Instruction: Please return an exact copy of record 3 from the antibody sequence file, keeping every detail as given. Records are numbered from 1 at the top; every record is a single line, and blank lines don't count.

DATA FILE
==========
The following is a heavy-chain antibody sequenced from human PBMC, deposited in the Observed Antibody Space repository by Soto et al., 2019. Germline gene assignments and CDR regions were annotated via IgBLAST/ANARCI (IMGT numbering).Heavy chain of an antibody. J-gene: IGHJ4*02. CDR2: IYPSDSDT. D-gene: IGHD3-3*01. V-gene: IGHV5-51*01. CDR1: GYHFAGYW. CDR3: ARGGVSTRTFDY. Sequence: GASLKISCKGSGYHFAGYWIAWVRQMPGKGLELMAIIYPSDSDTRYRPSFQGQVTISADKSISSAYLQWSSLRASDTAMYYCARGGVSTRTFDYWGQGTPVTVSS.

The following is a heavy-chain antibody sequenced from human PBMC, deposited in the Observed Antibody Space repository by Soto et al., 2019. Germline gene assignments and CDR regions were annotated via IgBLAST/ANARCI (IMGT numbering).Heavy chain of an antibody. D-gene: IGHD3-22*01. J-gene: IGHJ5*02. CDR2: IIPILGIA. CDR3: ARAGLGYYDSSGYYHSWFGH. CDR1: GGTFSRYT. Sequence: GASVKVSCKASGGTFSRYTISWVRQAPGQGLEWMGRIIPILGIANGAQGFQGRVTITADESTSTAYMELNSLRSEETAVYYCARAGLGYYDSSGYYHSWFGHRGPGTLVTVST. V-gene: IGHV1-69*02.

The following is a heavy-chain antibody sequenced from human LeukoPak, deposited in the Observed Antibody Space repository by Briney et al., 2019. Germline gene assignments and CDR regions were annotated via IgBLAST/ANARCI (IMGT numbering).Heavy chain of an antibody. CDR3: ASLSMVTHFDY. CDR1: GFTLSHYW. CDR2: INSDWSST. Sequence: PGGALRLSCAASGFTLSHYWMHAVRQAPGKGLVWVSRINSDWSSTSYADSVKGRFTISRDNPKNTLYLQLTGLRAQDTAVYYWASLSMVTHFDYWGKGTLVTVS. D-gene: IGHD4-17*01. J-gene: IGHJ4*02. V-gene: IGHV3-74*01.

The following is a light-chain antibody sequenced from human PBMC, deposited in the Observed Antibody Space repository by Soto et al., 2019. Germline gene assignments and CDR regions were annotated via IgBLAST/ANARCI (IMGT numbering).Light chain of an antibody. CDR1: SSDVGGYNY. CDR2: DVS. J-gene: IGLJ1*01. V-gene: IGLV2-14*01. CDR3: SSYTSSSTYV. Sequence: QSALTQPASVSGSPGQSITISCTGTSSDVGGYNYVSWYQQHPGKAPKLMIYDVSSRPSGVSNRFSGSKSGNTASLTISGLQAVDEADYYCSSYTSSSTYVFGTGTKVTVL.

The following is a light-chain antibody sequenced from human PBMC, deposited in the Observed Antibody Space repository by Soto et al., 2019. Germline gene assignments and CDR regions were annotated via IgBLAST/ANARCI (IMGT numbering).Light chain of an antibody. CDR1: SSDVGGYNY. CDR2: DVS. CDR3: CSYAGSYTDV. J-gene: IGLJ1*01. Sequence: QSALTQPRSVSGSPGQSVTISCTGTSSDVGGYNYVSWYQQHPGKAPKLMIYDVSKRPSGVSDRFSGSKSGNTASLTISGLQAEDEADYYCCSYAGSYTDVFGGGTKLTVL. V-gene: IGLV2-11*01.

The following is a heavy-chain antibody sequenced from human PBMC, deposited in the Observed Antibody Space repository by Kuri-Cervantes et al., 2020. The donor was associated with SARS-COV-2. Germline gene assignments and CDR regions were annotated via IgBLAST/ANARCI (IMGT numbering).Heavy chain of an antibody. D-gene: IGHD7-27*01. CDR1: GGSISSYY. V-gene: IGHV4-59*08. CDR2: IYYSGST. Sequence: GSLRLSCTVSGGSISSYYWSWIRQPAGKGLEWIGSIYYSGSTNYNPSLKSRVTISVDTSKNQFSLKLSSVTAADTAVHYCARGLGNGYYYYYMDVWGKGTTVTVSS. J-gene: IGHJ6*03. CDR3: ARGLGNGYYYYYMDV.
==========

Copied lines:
The following is a heavy-chain antibody sequenced from human LeukoPak, deposited in the Observed Antibody Space repository by Briney et al., 2019. Germline gene assignments and CDR regions were annotated via IgBLAST/ANARCI (IMGT numbering).Heavy chain of an antibody. CDR3: ASLSMVTHFDY. CDR1: GFTLSHYW. CDR2: INSDWSST. Sequence: PGGALRLSCAASGFTLSHYWMHAVRQAPGKGLVWVSRINSDWSSTSYADSVKGRFTISRDNPKNTLYLQLTGLRAQDTAVYYWASLSMVTHFDYWGKGTLVTVS. D-gene: IGHD4-17*01. J-gene: IGHJ4*02. V-gene: IGHV3-74*01.